The first time Oscar met the captain, the initial impression he made on the captain was poor. Driving the passed out Ybón back to her house, police stopped Oscar in Ybón’s car. Oscar was being followed by the captain and his men, and when they stopped Oscar, Ybón woke up and explained that she wanted a kiss. For the first time in his life, a woman had granted Oscar a kiss. The captain watched the scene unfold, and orders two other officers to take Oscar to the sugar cane fields. Here, like Beli many years prior, the thugs beat Oscar until near death. Oscar knew from what Ybón had told him about the captain that he was a dangerous, jealous man, but his love for Ybón blinded him. His burning desire to find love nearly cost him his life. Nevertheless, Oscar made escaped the cane field barely alive, following the same scenario of his mother’s near death experience in the same cane fields. After the experience, Beli forced Oscar to return to home in the United States. Despite almost being beaten to death, the first thing that Oscar told Yunior was, “I kissed a girl, Yunior. I finally kissed a girl” (Díaz 305). Although nearly being killed for having that one kiss with Ybón, nothing else mattered to Oscar but the fact that he did in fact kiss her.
Following the encounter with the captain, Oscar remained unable to rid his brain of thoughts about Ybón. Incapable of coming to his senses to make a logical decision, Oscar decided to later return to the Dominican Republic to see Ybón. Deciding to return to the Dominican Republic was the last fatal mistake he made in his quest to find love. Ybón was aware of how dangerous Oscar’s love was, especially if the captain caught them together. She knew that the captain would surely kill Oscar. He eventually convinced Ybón to go away with him for a week where had sex for the first time. Due to the extreme jealously the captain felt, Oscar was once again dragged into the cane fields. Similarly, the thugs threatened Oscar with death, but he explained to the men about his fantasy for Ybón and himself: “He told them about Ybón and the way he loved her and how much they had risked and that they’d started to dream the same dreams and say the same words” (Díaz 321). The pure love and joy Oscar felt for Ybón proved to be enough to ease the pain of knowing he was going to die. His will to fulfill some of his fantasies allowed him to have the relationship he did with Ybón. The same quest for love that fueled his life also caused his death. The men told Oscar, “Listen, we’ll let you go if you tell us what fuego means in English. Fire, [Oscar] blurted out, unable to help himself” (Díaz 322). Oscar did nothing more than try to get free, but in the process he essentially told the men to fire their gun at him, killing him.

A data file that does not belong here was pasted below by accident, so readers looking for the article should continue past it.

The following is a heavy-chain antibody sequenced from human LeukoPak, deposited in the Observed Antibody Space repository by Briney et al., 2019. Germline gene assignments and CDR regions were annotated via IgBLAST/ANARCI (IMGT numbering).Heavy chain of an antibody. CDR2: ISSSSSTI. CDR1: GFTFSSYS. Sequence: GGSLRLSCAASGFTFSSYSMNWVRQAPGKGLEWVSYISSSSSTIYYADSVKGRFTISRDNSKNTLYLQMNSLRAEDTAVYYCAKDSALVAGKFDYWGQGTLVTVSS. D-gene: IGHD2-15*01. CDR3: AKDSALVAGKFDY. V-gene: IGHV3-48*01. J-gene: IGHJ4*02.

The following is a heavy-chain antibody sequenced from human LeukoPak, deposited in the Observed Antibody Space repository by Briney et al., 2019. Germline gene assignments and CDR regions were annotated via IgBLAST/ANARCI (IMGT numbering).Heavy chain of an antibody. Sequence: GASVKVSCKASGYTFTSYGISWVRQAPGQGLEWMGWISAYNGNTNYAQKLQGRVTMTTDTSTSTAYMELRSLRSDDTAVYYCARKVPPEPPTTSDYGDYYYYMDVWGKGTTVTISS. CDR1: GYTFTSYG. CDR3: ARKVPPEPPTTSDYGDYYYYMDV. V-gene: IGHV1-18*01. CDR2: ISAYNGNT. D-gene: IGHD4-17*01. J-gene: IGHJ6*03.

Today, love remains a driving force for life in some people. In this particular novel, Beli and Oscar endured with the idea that love would grant them their true desires. For Beli, her life-long goal was to have a stable family with a wealthy man. But after she fell pregnant to a married man, and then had to leave her home and start a new life in a different country, she felt hopeless about ever reaching her dream life. Nonetheless, Beli’s love and fantasy world fueled her desire to continue life and start a family, even though she did experience a third and final heartbreak. The goal of finding a true love also drove Oscar through life. As he and Ybón finally developed a relationship, Oscar fulfilled his desires to have intimate, loving relations with a woman. In both situations, love led these two characters through life, but the same love that had once motivated them also caused their downfalls. Beli faced so many heartbreaks that she became cold and bitter towards her family. Apparent through his murder, Oscar’s love for Ybón caused his downfall. Although Beli and Oscar proved that love can push the continuation of life, both characters also proved that love remains a force that can bring pain and despair.